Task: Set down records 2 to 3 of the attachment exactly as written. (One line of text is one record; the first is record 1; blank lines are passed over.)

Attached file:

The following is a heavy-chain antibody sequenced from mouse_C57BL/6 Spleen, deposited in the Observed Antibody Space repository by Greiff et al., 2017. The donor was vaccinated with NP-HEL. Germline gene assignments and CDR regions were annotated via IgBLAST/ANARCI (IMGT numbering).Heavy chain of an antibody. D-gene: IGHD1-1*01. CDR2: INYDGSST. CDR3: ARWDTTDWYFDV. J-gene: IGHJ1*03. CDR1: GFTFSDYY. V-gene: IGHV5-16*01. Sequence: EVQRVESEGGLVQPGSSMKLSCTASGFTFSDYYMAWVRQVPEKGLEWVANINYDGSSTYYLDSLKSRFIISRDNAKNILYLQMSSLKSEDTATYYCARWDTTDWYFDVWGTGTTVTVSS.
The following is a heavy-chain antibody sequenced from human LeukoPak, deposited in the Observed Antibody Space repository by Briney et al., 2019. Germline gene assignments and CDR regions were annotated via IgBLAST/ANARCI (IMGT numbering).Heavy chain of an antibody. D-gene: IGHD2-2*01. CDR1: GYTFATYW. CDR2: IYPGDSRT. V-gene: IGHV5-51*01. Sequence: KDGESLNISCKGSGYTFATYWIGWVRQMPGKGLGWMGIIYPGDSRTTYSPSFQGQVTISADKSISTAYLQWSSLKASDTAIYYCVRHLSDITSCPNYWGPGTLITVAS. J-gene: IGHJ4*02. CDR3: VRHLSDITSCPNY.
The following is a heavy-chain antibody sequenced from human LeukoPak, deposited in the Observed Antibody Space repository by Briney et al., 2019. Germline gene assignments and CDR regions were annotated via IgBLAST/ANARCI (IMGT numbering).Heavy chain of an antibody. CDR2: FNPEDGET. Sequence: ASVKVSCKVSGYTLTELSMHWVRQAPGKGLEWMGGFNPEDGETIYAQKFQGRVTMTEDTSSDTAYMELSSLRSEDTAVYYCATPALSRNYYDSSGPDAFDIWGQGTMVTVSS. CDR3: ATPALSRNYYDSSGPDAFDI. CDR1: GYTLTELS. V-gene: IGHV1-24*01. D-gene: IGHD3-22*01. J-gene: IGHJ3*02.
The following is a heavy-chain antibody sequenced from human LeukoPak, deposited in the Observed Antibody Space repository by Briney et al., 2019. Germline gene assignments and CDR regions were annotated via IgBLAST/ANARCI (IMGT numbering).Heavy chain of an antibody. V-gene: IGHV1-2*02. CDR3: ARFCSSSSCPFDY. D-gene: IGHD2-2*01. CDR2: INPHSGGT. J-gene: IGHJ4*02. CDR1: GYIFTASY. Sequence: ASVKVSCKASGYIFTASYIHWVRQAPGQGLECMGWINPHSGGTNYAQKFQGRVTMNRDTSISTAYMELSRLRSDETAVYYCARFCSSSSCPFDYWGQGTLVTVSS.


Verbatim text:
The following is a heavy-chain antibody sequenced from human LeukoPak, deposited in the Observed Antibody Space repository by Briney et al., 2019. Germline gene assignments and CDR regions were annotated via IgBLAST/ANARCI (IMGT numbering).Heavy chain of an antibody. D-gene: IGHD2-2*01. CDR1: GYTFATYW. CDR2: IYPGDSRT. V-gene: IGHV5-51*01. Sequence: KDGESLNISCKGSGYTFATYWIGWVRQMPGKGLGWMGIIYPGDSRTTYSPSFQGQVTISADKSISTAYLQWSSLKASDTAIYYCVRHLSDITSCPNYWGPGTLITVAS. J-gene: IGHJ4*02. CDR3: VRHLSDITSCPNY.
The following is a heavy-chain antibody sequenced from human LeukoPak, deposited in the Observed Antibody Space repository by Briney et al., 2019. Germline gene assignments and CDR regions were annotated via IgBLAST/ANARCI (IMGT numbering).Heavy chain of an antibody. CDR2: FNPEDGET. Sequence: ASVKVSCKVSGYTLTELSMHWVRQAPGKGLEWMGGFNPEDGETIYAQKFQGRVTMTEDTSSDTAYMELSSLRSEDTAVYYCATPALSRNYYDSSGPDAFDIWGQGTMVTVSS. CDR3: ATPALSRNYYDSSGPDAFDI. CDR1: GYTLTELS. V-gene: IGHV1-24*01. D-gene: IGHD3-22*01. J-gene: IGHJ3*02.